The University of Kentucky Public Relations and Strategic Communications Office provides a weekly health column available for use and reprint by news media. This week’s column is by Lee Anne Walmsley, Ph.D., an assistant professor in UK’s College of Nursing and research team member of Behavioral Health Wellness Environments for Living and Learning (BH WELL). She serves as the chair of the Work-Life and Student Wellness Council.
LEXINGTON, Ky. (Dec. 13, 2021) — December is Seasonal Depression Awareness Month. Seasonal Affective Disorder (SAD) is characterized by recurring depression in the late fall and winter months, in contrast with normal mood habits the rest of the year. You may notice your own mood fluctuate negatively as cold weather ramps up and daylight hours shorten. SAD is estimated to affect 20 million Americans, with women being four times more likely to be affected than men. SAD is also more common among 18- to 30-year-olds.
Symptoms of SAD include gaining weight and sleeping more. Some also experience decreased sexual interest, lethargy, hopelessness, suicidal thoughts, decreased socialization and lack of interest in activities once enjoyed.
Like classic depression, the best treatment is a combination of antidepressant medication, cognitive behavioral therapy and exercise. SAD can also be treated with light therapy, daily exposure to artificial high-intensity sunlight.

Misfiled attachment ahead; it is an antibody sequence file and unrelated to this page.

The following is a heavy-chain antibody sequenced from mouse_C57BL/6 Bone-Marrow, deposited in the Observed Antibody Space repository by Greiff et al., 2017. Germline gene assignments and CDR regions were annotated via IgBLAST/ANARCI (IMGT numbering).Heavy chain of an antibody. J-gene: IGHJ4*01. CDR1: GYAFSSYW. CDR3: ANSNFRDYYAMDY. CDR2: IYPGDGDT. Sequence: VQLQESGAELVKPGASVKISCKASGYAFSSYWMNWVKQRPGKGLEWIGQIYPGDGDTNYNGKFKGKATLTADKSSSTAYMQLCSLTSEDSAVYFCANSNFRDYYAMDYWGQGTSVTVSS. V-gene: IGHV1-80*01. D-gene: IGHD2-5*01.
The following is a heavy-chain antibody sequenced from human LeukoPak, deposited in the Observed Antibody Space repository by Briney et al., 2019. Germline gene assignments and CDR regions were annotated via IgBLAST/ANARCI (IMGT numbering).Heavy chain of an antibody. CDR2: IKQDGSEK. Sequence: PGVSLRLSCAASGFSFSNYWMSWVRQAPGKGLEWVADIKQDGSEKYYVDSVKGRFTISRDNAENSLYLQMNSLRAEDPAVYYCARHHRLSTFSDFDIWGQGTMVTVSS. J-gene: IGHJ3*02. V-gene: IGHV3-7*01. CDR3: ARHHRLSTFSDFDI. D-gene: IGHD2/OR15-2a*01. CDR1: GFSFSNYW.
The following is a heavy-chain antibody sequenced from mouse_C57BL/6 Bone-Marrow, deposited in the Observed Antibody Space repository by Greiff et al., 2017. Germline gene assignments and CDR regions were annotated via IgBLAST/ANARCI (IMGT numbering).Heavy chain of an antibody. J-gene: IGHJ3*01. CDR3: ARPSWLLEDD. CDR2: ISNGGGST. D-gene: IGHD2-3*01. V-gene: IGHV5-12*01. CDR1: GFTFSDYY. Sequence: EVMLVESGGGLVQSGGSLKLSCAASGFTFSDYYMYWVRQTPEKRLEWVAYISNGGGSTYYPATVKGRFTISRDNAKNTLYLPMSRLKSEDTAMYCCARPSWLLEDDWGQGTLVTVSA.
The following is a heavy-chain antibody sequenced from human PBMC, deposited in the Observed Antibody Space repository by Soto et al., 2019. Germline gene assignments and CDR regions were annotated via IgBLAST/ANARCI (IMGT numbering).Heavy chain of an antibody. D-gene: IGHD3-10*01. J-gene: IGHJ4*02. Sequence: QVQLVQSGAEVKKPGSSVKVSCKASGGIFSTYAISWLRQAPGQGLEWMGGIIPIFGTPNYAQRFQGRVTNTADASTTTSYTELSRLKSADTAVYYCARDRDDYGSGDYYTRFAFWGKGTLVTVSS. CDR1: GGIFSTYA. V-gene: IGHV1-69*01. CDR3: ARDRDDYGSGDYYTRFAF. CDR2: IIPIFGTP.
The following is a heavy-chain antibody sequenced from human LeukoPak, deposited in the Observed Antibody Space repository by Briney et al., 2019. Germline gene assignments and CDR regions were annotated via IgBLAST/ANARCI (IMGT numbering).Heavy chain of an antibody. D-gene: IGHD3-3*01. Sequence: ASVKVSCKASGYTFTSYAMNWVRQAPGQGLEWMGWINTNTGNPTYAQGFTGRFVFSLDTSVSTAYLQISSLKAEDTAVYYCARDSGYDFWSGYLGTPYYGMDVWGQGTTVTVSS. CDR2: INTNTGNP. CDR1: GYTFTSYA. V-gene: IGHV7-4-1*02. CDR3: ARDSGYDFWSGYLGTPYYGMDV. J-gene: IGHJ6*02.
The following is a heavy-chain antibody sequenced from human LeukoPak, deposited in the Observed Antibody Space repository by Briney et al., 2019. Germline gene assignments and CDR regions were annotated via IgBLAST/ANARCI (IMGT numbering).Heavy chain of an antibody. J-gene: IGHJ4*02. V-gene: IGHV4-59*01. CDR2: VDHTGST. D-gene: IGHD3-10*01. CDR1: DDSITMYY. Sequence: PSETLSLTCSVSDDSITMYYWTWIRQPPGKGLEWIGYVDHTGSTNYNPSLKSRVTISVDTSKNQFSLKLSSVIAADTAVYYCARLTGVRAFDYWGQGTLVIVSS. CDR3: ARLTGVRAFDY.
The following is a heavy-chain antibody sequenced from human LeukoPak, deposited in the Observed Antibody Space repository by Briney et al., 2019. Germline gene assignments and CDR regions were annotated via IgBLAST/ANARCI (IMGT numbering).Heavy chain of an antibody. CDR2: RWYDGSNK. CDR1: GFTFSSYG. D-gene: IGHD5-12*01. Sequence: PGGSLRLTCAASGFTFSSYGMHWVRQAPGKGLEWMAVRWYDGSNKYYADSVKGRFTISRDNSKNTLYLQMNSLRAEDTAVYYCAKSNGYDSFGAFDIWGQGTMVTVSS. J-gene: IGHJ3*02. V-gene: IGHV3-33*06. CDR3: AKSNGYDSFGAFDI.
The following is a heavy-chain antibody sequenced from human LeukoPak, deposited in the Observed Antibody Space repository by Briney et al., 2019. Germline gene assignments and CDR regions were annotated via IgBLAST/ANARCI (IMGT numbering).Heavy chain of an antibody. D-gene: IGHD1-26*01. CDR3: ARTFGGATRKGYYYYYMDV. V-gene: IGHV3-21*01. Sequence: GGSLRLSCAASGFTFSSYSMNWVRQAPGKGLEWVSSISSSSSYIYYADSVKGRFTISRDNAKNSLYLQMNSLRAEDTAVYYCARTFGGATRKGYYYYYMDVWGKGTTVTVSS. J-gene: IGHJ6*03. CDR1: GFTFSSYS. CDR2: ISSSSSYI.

A little self-care can turn your SAD into GLAD:
G Get as much natural sunlight as you can or purchase an affordable bank of lights.
L Laugh and practice gratitude daily for increased wellness and happiness.
A Activity time daily for 20 minutes five times a week.
D Drink 64 ounces of water daily and eat a nutritious diet.
In addition, try the following interventions:
For more information and treatment options for SAD, visit www.nimh.nih.gov/health/publications/seasonal-affective-disorder.
If you or someone you know is having suicidal thoughts, please visit suicide prevention lifeline or call 1-800-273-8255.
The Behavioral Health Wellness Environments for Living and Learning (BH WELL) research team to promote behavioral health and wellness among individuals facing behavioral health challenges. For more information, visit www.uky.edu/bhwell.
The University of Kentucky is increasingly the first choice for students, faculty and staff to pursue their passions and their professional goals. In the last two years, Forbes has named UK among the best employers for diversity, and INSIGHT into Diversity recognized us as a Diversity Champion four years running. UK is ranked among the top 30 campuses in the nation for LGBTQ* inclusion and safety. UK has been judged a “Great College to Work for” three years in a row, and UK is among only 22 universities in the country on Forbes’ list of “America’s Best Employers.” We are ranked among the top 10 percent of public institutions for research expenditures — a tangible symbol of our breadth and depth as a university focused on discovery that changes lives and communities. And our patients know and appreciate the fact that UK HealthCare has been named the state’s top hospital for five straight years. Accolades and honors are great. But they are more important for what they represent: the idea that creating a community of belonging and commitment to excellence is how we honor our mission to be not simply the University of Kentucky, but the University for Kentucky.
‘This too shall pass away’ this famous Persian adage seems to be defeating us again and again in the case of COVID-19. Despite every effort